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|Jim the goat becomes immortal||
Jim was a goat.
He had always been a goat, as that sort of thing rarely changes, and he enjoyed his life in his big field of flowers. He didn’t have a care in the world. He had all the food he could ever want, a babbling brook for when he got thirsty, and just over the ridge was a farm, for whenever he wanted to see a lady goat.
Life was good for Jim, when something happened.
Jim was having a normal carefree day when out of nowhere, a ball of energy appeared and a young mage fell out of it.
“Whoa! That was sweet!” said the mage, who was not yet a true mage, but only an apprentice. Then, upon inspecting his position, he exclaimed, “Now where am I?”
Jim said nothing, but stared dumbfounded at the mage. This is not surprising, as goats aren’t particularly smart to begin with, they don’t talk, and people popping out of thin air is not a exactly an everyday thing.
The apprentice, unfazed by the lack of a response to his question, continued to interrogate his new surroundings.
“This is a pretty nice place. I wonder who owns all these fields. Is that smoke? There must be a village or something over there.” And with that he went off in the direction of the farm.
Jim watched him go, and seeing that everything had returned to normal, went back to eating.
Suddenly, another energy ball appeared, only this time, it appeared around Jim. Jim was notably agitated at this and justifiably so. He also wasn’t too keen on the clocks, cars, phone booths, and other miscellaneous debris that were whizzing by him.
Then, he stopped.
He was in the center of a large room, standing on some sort of platform under a large stalactite with a variety of arcane symbols written on it. A dwarf, standing behind a control panel, turned to his right and whispered to a tall sage looking elf in long flowing robes, “That’s not Nhoj.”
“It appears that way,” said the elf, “Why not.”
“I don’t know,” the dwarf replied, “This was the only living thing within a mile of the place, besides the grass. That little pyro must have wandered off.”
“Well, I shall have to inform our employer,” said the elf, and with that he walked out of the room.
The dwarf resigned himself to fiddling around under the control panel.
Jim was confused. As he saw no immediate danger, he did what he usually did when he was confused. He went to sleep.
When he woke up, he was refreshed and, after mulling it over in his sleep, reached the firm conclusion that this was not his field.
It lacked the flowers and grass of his field; the brook was nowhere in sight, and what sparse light there was, was definitely not his sun. He also held serious doubts that there was a farm over the ridge, because of the marked absence of a ridge.
This realized; he came to the startling revelation that he was hungry and there were no flowers or in fact any greenery at all.
In his search for foliage, he went over to where the dwarf had been when he went to sleep. There he found some wires and as they were the closest approximation to his standard snacking material he had seen since waking up, he began chewing through the wires. This was not good for the wires, and soon proved to be equally bad for the goat. Mouths are wet for the most part, and being so moisture inclined, they are adequate conductors. Adequate to fill the gap in a circuit recently broken by teeth, which also happen to reside in said mouth.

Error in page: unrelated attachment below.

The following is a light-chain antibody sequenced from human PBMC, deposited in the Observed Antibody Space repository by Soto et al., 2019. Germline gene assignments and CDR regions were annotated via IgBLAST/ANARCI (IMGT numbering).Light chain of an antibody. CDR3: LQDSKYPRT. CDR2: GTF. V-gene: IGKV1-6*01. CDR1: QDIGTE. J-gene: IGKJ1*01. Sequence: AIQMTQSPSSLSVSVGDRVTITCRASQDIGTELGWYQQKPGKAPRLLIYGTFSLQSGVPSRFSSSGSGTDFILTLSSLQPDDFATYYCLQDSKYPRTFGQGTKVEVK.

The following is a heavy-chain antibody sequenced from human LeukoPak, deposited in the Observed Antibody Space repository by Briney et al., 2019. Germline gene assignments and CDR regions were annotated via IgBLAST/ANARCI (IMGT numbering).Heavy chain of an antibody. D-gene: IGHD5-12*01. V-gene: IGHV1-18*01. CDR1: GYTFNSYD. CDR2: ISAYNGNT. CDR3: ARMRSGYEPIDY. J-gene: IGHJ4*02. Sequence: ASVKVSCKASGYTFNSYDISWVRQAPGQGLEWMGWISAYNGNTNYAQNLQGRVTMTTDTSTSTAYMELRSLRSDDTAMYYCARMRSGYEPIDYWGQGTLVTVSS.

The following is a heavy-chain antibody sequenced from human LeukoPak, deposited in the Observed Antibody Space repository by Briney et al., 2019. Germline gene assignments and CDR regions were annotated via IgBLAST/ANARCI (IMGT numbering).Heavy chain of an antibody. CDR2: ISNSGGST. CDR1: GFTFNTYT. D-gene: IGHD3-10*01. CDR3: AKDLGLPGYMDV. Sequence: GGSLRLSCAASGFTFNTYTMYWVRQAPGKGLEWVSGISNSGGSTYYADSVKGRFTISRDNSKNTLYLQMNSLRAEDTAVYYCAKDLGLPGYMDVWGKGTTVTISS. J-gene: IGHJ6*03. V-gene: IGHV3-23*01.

At this point, the author feels the need to digress a moment and discuss some of the properties of magic.
Magic, being a form of energy, can be neither destroyed nor created; only transferred. This transference can be in the shape of a spell, the release of magic from a living entity as it dies, the utilization and reformation of magic within a living entity, or as the motion of magic as a wave or beam while in a constant state. The latter of these transferences is very similar to the activity of a bolt of electricity, and while in this state, magic has many of the same properties. Whereas electricity passes through metal, which has readily available electrons, magic passes through wood or other organic matter with relative ease. They will both travel through air if concentrated enough, and will both really hurt if they shock you. The only difference is that electricity makes you convulse and die, while magic’s effects are much more interesting.
Jim found this out first hand, or, rather, first mouth.
In his case the sudden rush of magic granted to him immortality, invulnerability, and immunity to all ailments but thirst, hunger, and pain. At that particular moment, Jim very much regretted his susceptibility to pain. If not for his immortality, he would have been very much dead.
Upon returning and finding a smoldering goat under the controls, the dwarf quickly cut power and removed the wires from the unconscious goat’s jaws. He then fixed the machine as quickly as he could and sent Jim back to his field, hoping that PETA had not witnessed the incident.
Jim awoke to see the cloud of smoke coming from the farm was a little more immense then usual but everything seemed in order
Jim sat in his field, soaked in the sun, and enjoyed a nice mid-morning snack.
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